Tag Archives: tastedc

Does America Have “Poor Wine Self-Esteem”?


Does America Have Poor “Wine Self-Esteem”

I saw the awesome Gary Vay – Ner – Chuk on his #aucrush #crushit “Crush It” book tour this past Wednesday at American University’s Kogod College of Business. I wasn’t just seeing Gary to hear about his book, but frankly I had a bit of an agenda: I wanted to promote my own book “I Drink on the Job” on his fun web show Wine Library TV (I have good news at the conclusion of this Blog Post!). Since I obviously wanted to draw some attention to myself in an audience of 200+ mostly college students, I wanted to ask a relevant question about wine to get Gary’s point of view. I was so excited/thrilled when the Moderator pointed at me to ask a question, I literally jumped up in the air, I was really pumped up by the show!

My question for Gary was about American’s “confusion” with wine and what he thought the problem was. In usual Gary fashion, probably the most quotable man in the wine business as well as all of Wine 2.0, he spewed out one-liners like “We’re stuck on 16 adjectives”, “People have no wine self-esteem”, and “I’ve seen grown men sweat at a business dinner..” His key point was that there’s a lack of what he calls “wine self-esteem” in the U.S. I thought this was something to delve into further because it’s one of the main reasons that I wrote my book “I Drink on the Job”.

According to Wikipedia Definition “Self-esteem”: “Self-esteem” is a term used in psychology to reflect a person’s overall evaluation or appraisal of his or her own worth. According to Gary Vaynerchuk of Wine Library TV WineLibraryTV, his newest book “Crush It” Crush It and many other entrepreneurial ventures, this is the biggest “problem” among American wine consumers today. Here’s the UStream Video of the event Gary Vaynerchuk Video at AU Crush It (I’m at about the 36th minute, he definitely noticed me!).

Throughout my book, I mention episodes of tension with American wine consumers in the real world. Examples include the woman who almost fainted when she found out I had purchased wines with screw top closures for her corporate event, the gentleman who almost went ballistic when I suggested that Robert Parker may not in fact be a “wine God”, and the woman who would not accept a pour of wine from me – at a wine tasting! Throughout my twelve year career in wine, I have experienced so much wine anxiety that I think Gary hit it right on the head – it’s actually American’s lack of “wine” self-esteem. Much of the proof of this is anecdotal, but when I teach TasteDC’s TasteDC Website wine course Wine Basics 101, I get the same questions over and over again: what do the “legs” of wine mean, is a more expensive wine a better wine, how long should a wine age, etc. There’s absolutely nothing wrong with the questions, in fact, I think it’s very healthy to have strong curiosity about wine. I think the problem is that too many people believe there is in fact a right and a wrong answer. Too many wine professionals portray wine as something “difficult”, “complicated” and “mystical” – why else would they “de-mystify” wine? You only de-mystify, what is a mystery. What if wine professionals simply told new wine consumers to try a wine first and see if that person gains pleasure or to make wine part of daily meals? I spend over 200 pages in my book “I Drink on the Job” portraying wine as an everyday staple – drink it every day with your meals and the mystery disappears like the secrets to a magic trick. Once you get past the “illusion” of wine, it becomes an enjoyable part of your day, and a way to improve the pleasure of your meals.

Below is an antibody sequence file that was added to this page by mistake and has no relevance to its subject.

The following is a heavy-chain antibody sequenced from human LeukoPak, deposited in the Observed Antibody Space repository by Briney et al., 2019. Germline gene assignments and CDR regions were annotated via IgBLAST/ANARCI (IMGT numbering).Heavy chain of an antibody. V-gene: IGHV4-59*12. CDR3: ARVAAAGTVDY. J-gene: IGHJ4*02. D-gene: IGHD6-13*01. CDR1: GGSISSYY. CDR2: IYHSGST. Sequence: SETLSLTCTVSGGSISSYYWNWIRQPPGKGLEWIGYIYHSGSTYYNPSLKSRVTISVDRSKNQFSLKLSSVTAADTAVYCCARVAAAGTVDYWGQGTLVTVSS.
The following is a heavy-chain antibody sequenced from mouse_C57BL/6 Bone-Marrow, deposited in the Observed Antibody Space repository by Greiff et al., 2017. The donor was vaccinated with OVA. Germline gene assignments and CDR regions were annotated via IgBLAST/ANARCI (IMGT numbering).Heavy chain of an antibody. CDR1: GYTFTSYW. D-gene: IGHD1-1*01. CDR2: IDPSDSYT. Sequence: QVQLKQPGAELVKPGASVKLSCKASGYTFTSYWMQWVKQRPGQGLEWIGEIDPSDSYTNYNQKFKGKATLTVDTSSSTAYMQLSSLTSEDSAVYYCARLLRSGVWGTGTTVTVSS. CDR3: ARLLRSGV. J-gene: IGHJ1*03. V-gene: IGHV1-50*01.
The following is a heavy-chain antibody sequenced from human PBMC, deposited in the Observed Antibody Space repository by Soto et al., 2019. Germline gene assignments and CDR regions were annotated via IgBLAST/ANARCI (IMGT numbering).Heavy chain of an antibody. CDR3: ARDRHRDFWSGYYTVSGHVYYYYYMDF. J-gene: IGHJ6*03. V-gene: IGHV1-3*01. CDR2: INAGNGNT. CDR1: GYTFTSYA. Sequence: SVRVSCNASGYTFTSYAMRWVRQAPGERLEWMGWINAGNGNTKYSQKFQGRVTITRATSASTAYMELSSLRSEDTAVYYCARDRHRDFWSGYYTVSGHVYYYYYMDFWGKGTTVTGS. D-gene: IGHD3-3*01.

As I always like to say: “Drink first, ask questions later”..but of course, I’m..

Charlie “I Drink on the Job” Adler


Wine Book Tour Thoughts

Charlie Adler - Drinking on the Job!

Charlie Adler - Drinking on the Job!

I’m putting together the finishing touches on the book “I Drink on the Job: A Refreshing Perspective on Wine”. Right now, I’m organizing the photoshoot and working on the book website. FYI, http://www.idrinkonthejob.com will change from being the blog itself into being the website for the book. In other words, The blog will be one of the links on the website, but the overall site will include excerpts from the book (like “nobody ever dies from a bad food and wine pairing”), a Calendar to find me on tour, photos, videos and details on how to reach me. My goal is to be a major wine speaker at wine festivals throughout the U.S. and possibly some international venues. I expect to increase my exposure to corporate event planners who are looking for an entertaining speaker who can also educate their audience with common sense anecdotes that will help them improve their ability to choose a wine..Oh, and of course, being a better wine “chooser” makes a person a better employee, leader, and overall great person – yeeowww!!